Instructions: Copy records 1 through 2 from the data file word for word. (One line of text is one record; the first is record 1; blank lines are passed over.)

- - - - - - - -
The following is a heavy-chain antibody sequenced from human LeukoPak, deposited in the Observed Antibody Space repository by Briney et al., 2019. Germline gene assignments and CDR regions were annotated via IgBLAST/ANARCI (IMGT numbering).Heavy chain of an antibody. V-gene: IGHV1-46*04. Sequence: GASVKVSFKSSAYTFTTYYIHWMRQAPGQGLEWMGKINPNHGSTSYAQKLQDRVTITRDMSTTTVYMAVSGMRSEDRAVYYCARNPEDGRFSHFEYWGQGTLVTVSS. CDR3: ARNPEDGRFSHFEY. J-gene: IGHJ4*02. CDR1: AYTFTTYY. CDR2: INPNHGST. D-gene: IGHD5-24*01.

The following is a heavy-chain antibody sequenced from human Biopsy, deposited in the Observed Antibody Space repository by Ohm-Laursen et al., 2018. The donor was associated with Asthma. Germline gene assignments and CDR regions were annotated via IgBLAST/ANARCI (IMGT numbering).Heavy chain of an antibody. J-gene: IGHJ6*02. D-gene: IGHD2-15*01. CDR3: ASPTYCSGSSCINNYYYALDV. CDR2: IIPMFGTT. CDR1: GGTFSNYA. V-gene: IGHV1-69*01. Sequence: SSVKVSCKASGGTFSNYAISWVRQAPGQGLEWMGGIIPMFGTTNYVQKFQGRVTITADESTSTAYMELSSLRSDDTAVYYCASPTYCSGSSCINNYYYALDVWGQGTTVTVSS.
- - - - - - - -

The following is a heavy-chain antibody sequenced from human LeukoPak, deposited in the Observed Antibody Space repository by Briney et al., 2019. Germline gene assignments and CDR regions were annotated via IgBLAST/ANARCI (IMGT numbering).Heavy chain of an antibody. V-gene: IGHV1-46*04. Sequence: GASVKVSFKSSAYTFTTYYIHWMRQAPGQGLEWMGKINPNHGSTSYAQKLQDRVTITRDMSTTTVYMAVSGMRSEDRAVYYCARNPEDGRFSHFEYWGQGTLVTVSS. CDR3: ARNPEDGRFSHFEY. J-gene: IGHJ4*02. CDR1: AYTFTTYY. CDR2: INPNHGST. D-gene: IGHD5-24*01.

The following is a heavy-chain antibody sequenced from human Biopsy, deposited in the Observed Antibody Space repository by Ohm-Laursen et al., 2018. The donor was associated with Asthma. Germline gene assignments and CDR regions were annotated via IgBLAST/ANARCI (IMGT numbering).Heavy chain of an antibody. J-gene: IGHJ6*02. D-gene: IGHD2-15*01. CDR3: ASPTYCSGSSCINNYYYALDV. CDR2: IIPMFGTT. CDR1: GGTFSNYA. V-gene: IGHV1-69*01. Sequence: SSVKVSCKASGGTFSNYAISWVRQAPGQGLEWMGGIIPMFGTTNYVQKFQGRVTITADESTSTAYMELSSLRSDDTAVYYCASPTYCSGSSCINNYYYALDVWGQGTTVTVSS.